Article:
According to media reports, the new leadership of the Palestinian
Authority is very eager to resume peace talks with the Israeli government.
Their leaders and spokesmen such as Mahmoud Abbas, Saab Erekat,
and Nabil Shaath, are repeatedly criticizing the Sharon government
for not returning to peace talks without preconditions. Sharon is
being condemned for not responding positively to this window
of opportunity. However, if the Palestinian statements are
carefully studied, there appears to be a problem with English usage.
Its not clear if the problem stems from the translation into
English, or the meaning and usage of English words and phrases.
It seems that the Palestinian spokesmen have the words peace
and piece confused. That is, what they really mean is
to return to Piece Talks. Judging from their statements
and actions, the Palestinians believe that the result of the talks
will be, We will sign a piece of paper so that the Israelis
will give us a piece of land that will enable us to blow up Jews
into little pieces, and to destroy Israel piece by piece.
So the whole Arab-Israeli conflict just seems to be a matter of
semantics. If we can just define the word peace for
the new PA leadership, then the whole matter can be resolved simply
and amicably. Using a variety of online sources, a search for Middle
East Peace has resulted in the following definitions:
1. Peace means that the IDF and PA security forces would coordinate
their efforts to end violence so that Israelis and Arabs can enjoy
a harmonious relationship in safety and security.
2. Peace means that Israel and the PA would work together to promote
commerce between Jews and Arabs.
3. Peace means that Israel and the PA will develop a climate that
will encourage high-tech firms to build research and assembly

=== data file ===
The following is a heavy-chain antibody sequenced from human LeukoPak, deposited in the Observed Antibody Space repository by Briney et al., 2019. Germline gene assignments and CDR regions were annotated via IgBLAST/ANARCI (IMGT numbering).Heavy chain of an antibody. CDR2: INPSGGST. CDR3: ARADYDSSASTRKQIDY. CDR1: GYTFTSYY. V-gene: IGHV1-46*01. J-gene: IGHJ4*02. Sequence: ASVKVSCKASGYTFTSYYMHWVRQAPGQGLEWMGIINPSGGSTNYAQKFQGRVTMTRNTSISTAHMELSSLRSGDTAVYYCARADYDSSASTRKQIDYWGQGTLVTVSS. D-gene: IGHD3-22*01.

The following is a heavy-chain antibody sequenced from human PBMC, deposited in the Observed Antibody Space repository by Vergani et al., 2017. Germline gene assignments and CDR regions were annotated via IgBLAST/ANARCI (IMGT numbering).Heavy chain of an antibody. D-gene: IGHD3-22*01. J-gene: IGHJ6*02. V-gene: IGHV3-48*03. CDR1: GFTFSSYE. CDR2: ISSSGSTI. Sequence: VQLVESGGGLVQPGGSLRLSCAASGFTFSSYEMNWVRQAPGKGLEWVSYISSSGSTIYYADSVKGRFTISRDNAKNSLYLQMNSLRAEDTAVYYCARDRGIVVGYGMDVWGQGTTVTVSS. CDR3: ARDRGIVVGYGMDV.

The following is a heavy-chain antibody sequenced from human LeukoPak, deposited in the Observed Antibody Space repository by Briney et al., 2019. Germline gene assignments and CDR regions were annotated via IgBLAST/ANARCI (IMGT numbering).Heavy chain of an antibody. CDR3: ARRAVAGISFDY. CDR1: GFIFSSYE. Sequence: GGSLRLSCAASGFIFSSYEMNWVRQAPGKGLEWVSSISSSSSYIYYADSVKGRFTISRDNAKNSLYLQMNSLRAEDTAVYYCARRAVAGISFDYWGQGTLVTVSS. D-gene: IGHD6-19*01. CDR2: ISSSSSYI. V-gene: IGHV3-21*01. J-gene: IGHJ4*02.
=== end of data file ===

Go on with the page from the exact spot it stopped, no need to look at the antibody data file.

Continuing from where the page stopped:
facilities in the area.
4. Peace means that Israel and the PA will promote joint tourism
to encourage millions of Christian tourists to return to Jerusalem,
Bethlehem, and Nazareth.
5. Peace means developing and sharing modern transportation facilities.
6. Peace means sharing techniques for water and energy conservation.
7. Peace means joint research projects to develop new sources
for water and energy.
8. Peace means academic exchange programs between Israeli and
Arab educational institutions.
9. Peace means developing a joint emergency response team that
will be able to respond to disasters quickly and efficiently.
10. Peace means sharing health information and resources so that
regional health problems can be quickly resolved.
This list is by no means exhaustive. Additional searches would
probably yield many more definitions of peace. Yet,
so far the PA leadership has not given the slightest hint that they
have any concept of what the word peace means. They
still believe that they will benefit by blowing up people, buildings,
and buses, into little pieces. That means that all of
the peace plans that are on the table now, such as the Roadmap,
Unilateral Disengagement, Population Transfer, and Geneva Initiative,
are all useless. They are complex solutions to a very simple problem.
What we really need is the Webster Plan. The Arabs need to learn
what the word peace really means. So all we have to
do is send their leaders a copy of the new Websters Unabridged,
and peace will be just around the corner. This plan would have a
much greater chance of success than all those other plans that have
been proposed by the worlds greatest leaders and diplomats.
(c) 2004, I. Zwick, NYC
Israel Zwick is a commentator on the Middle East based in New York.